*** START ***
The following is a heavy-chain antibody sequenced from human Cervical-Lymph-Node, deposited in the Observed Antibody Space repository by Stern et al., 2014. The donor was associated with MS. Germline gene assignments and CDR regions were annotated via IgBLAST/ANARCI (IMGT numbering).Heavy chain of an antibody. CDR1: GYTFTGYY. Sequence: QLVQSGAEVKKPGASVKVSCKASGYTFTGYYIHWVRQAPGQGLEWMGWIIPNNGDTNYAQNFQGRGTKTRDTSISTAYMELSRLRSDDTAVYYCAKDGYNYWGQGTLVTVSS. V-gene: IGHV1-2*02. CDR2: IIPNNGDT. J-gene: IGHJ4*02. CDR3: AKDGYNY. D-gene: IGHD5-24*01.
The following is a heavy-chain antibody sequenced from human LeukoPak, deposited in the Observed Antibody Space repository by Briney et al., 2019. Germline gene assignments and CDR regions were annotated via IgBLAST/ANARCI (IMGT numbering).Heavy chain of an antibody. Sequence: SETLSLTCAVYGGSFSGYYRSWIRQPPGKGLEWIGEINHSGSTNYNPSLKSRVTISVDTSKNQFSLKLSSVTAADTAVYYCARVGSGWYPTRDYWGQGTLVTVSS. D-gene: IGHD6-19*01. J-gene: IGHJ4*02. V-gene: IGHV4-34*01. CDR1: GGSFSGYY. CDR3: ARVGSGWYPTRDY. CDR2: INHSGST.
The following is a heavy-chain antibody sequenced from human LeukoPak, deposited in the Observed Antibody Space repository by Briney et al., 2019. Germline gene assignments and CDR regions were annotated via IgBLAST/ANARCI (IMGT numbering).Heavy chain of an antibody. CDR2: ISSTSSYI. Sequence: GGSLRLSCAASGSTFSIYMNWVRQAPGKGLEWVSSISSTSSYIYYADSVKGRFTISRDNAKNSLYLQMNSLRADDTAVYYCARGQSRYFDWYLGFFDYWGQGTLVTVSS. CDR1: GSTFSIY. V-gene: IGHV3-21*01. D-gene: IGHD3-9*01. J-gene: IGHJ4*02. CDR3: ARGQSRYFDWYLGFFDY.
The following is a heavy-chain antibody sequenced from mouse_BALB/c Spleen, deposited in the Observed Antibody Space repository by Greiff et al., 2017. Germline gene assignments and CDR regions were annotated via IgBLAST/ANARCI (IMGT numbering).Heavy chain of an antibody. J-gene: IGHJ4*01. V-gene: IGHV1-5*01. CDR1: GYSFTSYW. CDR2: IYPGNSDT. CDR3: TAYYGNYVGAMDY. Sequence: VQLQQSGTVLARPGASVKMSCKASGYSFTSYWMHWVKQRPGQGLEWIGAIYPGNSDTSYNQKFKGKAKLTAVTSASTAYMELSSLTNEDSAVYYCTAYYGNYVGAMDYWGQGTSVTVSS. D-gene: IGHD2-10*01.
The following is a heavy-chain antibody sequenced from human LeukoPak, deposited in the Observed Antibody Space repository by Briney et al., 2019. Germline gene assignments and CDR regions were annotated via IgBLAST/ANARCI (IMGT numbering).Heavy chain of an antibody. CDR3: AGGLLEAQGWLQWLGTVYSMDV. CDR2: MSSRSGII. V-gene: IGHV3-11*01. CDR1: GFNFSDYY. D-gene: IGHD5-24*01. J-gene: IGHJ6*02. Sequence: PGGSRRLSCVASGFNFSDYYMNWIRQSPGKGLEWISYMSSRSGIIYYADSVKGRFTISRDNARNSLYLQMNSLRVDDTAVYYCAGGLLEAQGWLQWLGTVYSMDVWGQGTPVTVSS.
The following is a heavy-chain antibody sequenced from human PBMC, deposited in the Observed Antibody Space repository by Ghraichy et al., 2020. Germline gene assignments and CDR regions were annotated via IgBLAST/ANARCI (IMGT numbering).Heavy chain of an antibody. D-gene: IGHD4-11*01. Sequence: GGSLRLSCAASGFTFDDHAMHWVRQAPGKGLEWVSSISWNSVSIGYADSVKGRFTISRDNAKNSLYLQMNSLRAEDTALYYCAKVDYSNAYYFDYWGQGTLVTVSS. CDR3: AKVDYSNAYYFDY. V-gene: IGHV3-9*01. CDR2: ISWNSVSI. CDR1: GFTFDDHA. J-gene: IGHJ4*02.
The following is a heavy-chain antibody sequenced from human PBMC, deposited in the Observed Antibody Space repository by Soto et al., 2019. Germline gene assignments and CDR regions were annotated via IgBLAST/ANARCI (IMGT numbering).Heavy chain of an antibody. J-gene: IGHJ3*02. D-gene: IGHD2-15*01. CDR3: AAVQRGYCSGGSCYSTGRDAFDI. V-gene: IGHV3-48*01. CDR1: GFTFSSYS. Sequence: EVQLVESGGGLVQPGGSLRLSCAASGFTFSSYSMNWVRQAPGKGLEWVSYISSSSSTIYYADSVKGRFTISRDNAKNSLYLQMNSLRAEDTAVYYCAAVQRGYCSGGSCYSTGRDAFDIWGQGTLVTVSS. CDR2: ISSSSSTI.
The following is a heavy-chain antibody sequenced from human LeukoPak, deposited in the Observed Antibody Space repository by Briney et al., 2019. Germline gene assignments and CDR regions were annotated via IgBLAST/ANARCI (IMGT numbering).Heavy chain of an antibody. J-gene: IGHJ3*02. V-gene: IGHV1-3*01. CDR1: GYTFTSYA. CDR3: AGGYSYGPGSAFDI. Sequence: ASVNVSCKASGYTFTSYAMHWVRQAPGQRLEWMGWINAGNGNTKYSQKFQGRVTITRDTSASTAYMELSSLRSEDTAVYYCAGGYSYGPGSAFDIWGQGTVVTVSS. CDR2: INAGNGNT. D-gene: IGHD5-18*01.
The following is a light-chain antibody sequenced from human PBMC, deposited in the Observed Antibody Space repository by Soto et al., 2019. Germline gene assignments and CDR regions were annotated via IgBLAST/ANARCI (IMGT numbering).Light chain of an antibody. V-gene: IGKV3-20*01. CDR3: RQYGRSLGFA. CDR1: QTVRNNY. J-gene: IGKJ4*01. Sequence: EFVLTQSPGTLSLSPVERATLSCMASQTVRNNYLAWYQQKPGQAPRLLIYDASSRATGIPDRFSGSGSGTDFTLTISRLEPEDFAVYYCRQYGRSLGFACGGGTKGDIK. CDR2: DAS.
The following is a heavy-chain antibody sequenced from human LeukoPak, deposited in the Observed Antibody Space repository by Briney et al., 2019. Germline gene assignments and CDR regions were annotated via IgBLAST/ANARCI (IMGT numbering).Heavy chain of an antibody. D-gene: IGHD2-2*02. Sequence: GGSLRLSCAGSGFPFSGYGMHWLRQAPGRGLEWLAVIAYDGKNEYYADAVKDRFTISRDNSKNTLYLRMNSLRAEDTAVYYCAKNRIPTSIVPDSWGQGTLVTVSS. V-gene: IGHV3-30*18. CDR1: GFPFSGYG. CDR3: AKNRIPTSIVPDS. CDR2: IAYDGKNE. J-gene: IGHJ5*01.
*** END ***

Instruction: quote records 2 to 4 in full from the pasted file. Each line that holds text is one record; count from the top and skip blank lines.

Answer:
The following is a heavy-chain antibody sequenced from human LeukoPak, deposited in the Observed Antibody Space repository by Briney et al., 2019. Germline gene assignments and CDR regions were annotated via IgBLAST/ANARCI (IMGT numbering).Heavy chain of an antibody. Sequence: SETLSLTCAVYGGSFSGYYRSWIRQPPGKGLEWIGEINHSGSTNYNPSLKSRVTISVDTSKNQFSLKLSSVTAADTAVYYCARVGSGWYPTRDYWGQGTLVTVSS. D-gene: IGHD6-19*01. J-gene: IGHJ4*02. V-gene: IGHV4-34*01. CDR1: GGSFSGYY. CDR3: ARVGSGWYPTRDY. CDR2: INHSGST.
The following is a heavy-chain antibody sequenced from human LeukoPak, deposited in the Observed Antibody Space repository by Briney et al., 2019. Germline gene assignments and CDR regions were annotated via IgBLAST/ANARCI (IMGT numbering).Heavy chain of an antibody. CDR2: ISSTSSYI. Sequence: GGSLRLSCAASGSTFSIYMNWVRQAPGKGLEWVSSISSTSSYIYYADSVKGRFTISRDNAKNSLYLQMNSLRADDTAVYYCARGQSRYFDWYLGFFDYWGQGTLVTVSS. CDR1: GSTFSIY. V-gene: IGHV3-21*01. D-gene: IGHD3-9*01. J-gene: IGHJ4*02. CDR3: ARGQSRYFDWYLGFFDY.
The following is a heavy-chain antibody sequenced from mouse_BALB/c Spleen, deposited in the Observed Antibody Space repository by Greiff et al., 2017. Germline gene assignments and CDR regions were annotated via IgBLAST/ANARCI (IMGT numbering).Heavy chain of an antibody. J-gene: IGHJ4*01. V-gene: IGHV1-5*01. CDR1: GYSFTSYW. CDR2: IYPGNSDT. CDR3: TAYYGNYVGAMDY. Sequence: VQLQQSGTVLARPGASVKMSCKASGYSFTSYWMHWVKQRPGQGLEWIGAIYPGNSDTSYNQKFKGKAKLTAVTSASTAYMELSSLTNEDSAVYYCTAYYGNYVGAMDYWGQGTSVTVSS. D-gene: IGHD2-10*01.